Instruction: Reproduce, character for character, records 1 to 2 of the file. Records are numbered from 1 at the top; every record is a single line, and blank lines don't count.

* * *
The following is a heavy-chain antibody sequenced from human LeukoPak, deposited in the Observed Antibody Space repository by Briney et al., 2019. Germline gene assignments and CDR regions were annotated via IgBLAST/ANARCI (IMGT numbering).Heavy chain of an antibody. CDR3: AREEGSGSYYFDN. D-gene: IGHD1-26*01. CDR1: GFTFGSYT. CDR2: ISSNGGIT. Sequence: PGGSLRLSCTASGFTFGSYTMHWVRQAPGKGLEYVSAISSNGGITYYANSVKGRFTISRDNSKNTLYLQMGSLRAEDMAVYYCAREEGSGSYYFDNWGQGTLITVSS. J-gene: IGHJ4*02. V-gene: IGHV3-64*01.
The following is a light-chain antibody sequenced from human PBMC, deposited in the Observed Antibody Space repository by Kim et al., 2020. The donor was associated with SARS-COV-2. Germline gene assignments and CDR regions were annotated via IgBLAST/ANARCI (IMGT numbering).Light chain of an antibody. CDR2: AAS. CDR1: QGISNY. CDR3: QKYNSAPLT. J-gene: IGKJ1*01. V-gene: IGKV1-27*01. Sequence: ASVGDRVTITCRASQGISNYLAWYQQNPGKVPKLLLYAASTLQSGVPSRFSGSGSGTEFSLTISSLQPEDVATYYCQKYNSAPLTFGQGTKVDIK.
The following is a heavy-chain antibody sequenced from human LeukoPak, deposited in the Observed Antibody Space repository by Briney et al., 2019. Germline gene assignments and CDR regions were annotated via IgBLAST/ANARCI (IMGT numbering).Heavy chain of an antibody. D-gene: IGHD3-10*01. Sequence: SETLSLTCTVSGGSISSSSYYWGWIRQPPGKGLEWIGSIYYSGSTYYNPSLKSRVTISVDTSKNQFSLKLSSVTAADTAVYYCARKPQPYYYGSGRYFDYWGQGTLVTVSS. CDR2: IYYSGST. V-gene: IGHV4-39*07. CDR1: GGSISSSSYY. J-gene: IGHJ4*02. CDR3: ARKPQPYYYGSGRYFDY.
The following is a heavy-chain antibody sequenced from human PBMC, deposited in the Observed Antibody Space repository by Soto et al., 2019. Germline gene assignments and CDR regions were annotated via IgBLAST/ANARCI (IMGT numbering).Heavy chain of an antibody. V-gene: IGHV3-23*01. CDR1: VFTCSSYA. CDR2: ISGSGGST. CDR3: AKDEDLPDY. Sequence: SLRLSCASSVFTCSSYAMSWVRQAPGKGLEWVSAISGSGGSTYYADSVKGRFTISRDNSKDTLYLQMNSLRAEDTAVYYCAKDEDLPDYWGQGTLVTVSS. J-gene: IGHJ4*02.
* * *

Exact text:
The following is a heavy-chain antibody sequenced from human LeukoPak, deposited in the Observed Antibody Space repository by Briney et al., 2019. Germline gene assignments and CDR regions were annotated via IgBLAST/ANARCI (IMGT numbering).Heavy chain of an antibody. CDR3: AREEGSGSYYFDN. D-gene: IGHD1-26*01. CDR1: GFTFGSYT. CDR2: ISSNGGIT. Sequence: PGGSLRLSCTASGFTFGSYTMHWVRQAPGKGLEYVSAISSNGGITYYANSVKGRFTISRDNSKNTLYLQMGSLRAEDMAVYYCAREEGSGSYYFDNWGQGTLITVSS. J-gene: IGHJ4*02. V-gene: IGHV3-64*01.
The following is a light-chain antibody sequenced from human PBMC, deposited in the Observed Antibody Space repository by Kim et al., 2020. The donor was associated with SARS-COV-2. Germline gene assignments and CDR regions were annotated via IgBLAST/ANARCI (IMGT numbering).Light chain of an antibody. CDR2: AAS. CDR1: QGISNY. CDR3: QKYNSAPLT. J-gene: IGKJ1*01. V-gene: IGKV1-27*01. Sequence: ASVGDRVTITCRASQGISNYLAWYQQNPGKVPKLLLYAASTLQSGVPSRFSGSGSGTEFSLTISSLQPEDVATYYCQKYNSAPLTFGQGTKVDIK.